1. It's the world's oldest spirit!
It is thought that the world’s first distillation took place in the 1620s in the Caribbean - and it is assumed that this product was probably classed as rum. From the mid 17th century, the rum trade transformed the culture, ethnicity and economy of the West Indies - and had a profound impact on the economic development of eastern North America. It was also the first spirit to be produced for entertainment purposes, as opposed to medicinal.
2. There Are SO Many Types
Much like its most famous drinkers, the rum category is a wild, lawless space. In short, anything distilled from sugarcane or sugarcane by-products can be called rum. Unlike the origin of denomination-monitored tequila, or the provenance & production defined scotch or bourbon - anything goes. Distilled from fermented Tate & Lyle molasses in Birmingham? Call it rum. Made from Nicaraguan cane juice in Scunthorpe. That’s rum too.
Although, the one thing most rum-producing countries can agree on? That it must be aged. That’s why the Brazilian spirit of cachaça is out. But this also doesn’t have as many rules as other spirit producers may like - when it comes to Scotch, the age on the label must be the youngest whisky in the bottle. But with rum, producers can put a teaspoon of the older stuff in with the younger rums and call it a 23 year old. Cheeky.
This does mean, however, that much more exciting things are happening in the rum space. Like Panama rum that is aged in ex-cognac barrels from France like Ron Zacapa, coffee flavoured rum blended in Cornwall, and a spiced rum produced in Scotland.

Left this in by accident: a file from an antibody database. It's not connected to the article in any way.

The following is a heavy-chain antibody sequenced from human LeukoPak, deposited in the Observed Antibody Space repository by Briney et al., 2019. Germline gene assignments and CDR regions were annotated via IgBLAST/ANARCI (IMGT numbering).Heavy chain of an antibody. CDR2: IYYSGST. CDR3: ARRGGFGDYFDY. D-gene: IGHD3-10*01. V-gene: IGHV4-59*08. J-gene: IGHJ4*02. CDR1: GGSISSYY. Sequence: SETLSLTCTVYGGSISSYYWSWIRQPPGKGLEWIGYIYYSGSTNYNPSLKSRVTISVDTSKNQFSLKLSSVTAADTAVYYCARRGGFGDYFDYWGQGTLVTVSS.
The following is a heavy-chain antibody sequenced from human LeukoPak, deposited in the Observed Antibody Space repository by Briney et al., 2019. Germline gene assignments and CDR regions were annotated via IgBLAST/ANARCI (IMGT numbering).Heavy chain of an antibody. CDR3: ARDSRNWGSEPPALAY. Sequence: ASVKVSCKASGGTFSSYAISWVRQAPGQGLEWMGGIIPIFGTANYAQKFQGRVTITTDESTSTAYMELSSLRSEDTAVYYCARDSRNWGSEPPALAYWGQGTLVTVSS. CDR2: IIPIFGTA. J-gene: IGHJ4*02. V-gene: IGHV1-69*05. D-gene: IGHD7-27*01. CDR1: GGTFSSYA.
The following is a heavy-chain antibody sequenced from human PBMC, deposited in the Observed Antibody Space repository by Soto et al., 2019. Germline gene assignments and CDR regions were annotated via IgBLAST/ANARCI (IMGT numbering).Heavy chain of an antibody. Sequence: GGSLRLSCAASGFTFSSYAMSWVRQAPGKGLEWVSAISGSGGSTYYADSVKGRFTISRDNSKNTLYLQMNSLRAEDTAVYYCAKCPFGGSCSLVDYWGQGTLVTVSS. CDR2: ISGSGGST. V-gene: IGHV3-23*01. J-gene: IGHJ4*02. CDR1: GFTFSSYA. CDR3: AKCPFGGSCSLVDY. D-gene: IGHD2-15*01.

5. Sailors basically lived off it
Back in the day, men of the sea (long haul pirates and sailors of the British Royal Navy) didn’t just use rum for recreation - it actually kept the crew hydrated. Ships tended to stock three types of liquid sustenance: water, beer & rum. First, they’d drink the water (sensibly), but this often was the first thing to go rancid. So then they turned to the beer, which had a (slightly) longer shelf life. After the beer had tapped out, they’d turn to rum, which obviously could sit in the hold for the longest amount of time without going bad. The only drawback? The sailors then spent a lot of the time drunk.
In fact, until 1970 (which is only 48!!!! years ago), the British Navy gave its sailors a daily ration of rum, called a “tot”, which equated to a pint of rum. The last tots were delivered on July 31st 1970 - which is now known as Black Tot Day, and still mourned, with Naval officers wearing black armbands to show their despair (and sobriety presumably).
4. So. Many. Names
Kill-Devil, Demon Water, Navy Neaters, Nelson’s Blood, Barbados Water, Grog, Pirates Drink, Rumbullion - rum has an impressive amount of nicknames - most of them stem from a time when rum was so potent that it was believed to kill the devil inside you. Grog came from the mixing the rationed water and rum provided to Naval officers - and if you were lucky enough to be issued a second rum ration, the order was named ‘splicing the mainbrace’.
5. American probably wouldn't have won independence from the British without it…
Americans will be well aware of the midnight ride of Paul Revere to warn of the approaching British - but it is said that on the way he stopped in Medford, Massachusetts at the house of Isaac Hall. Medford was in the middle of a rum explosion and Isaac Hall was (alongside being captain of the local Minutemen) owned a distillery that turned out rum said to be strong enough to make “a rabbit bite a bulldog”. Nobody knows for sure that Revere fortified himself with rum before galloping off to Lexington but Wayne Curtis, author of the thoroughly fascinating And a Bottle of Rum: A History of the New World in Ten Cocktails, figures it’s a good guess.